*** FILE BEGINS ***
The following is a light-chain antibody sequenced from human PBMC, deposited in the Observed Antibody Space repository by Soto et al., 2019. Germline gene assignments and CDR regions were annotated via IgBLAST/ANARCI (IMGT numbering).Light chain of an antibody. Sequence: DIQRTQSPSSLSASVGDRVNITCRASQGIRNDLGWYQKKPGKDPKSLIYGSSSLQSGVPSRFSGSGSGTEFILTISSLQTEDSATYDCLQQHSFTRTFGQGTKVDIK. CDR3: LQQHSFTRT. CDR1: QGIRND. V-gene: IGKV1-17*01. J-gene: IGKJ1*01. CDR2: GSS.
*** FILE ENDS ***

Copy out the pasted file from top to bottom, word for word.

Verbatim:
The following is a light-chain antibody sequenced from human PBMC, deposited in the Observed Antibody Space repository by Soto et al., 2019. Germline gene assignments and CDR regions were annotated via IgBLAST/ANARCI (IMGT numbering).Light chain of an antibody. Sequence: DIQRTQSPSSLSASVGDRVNITCRASQGIRNDLGWYQKKPGKDPKSLIYGSSSLQSGVPSRFSGSGSGTEFILTISSLQTEDSATYDCLQQHSFTRTFGQGTKVDIK. CDR3: LQQHSFTRT. CDR1: QGIRND. V-gene: IGKV1-17*01. J-gene: IGKJ1*01. CDR2: GSS.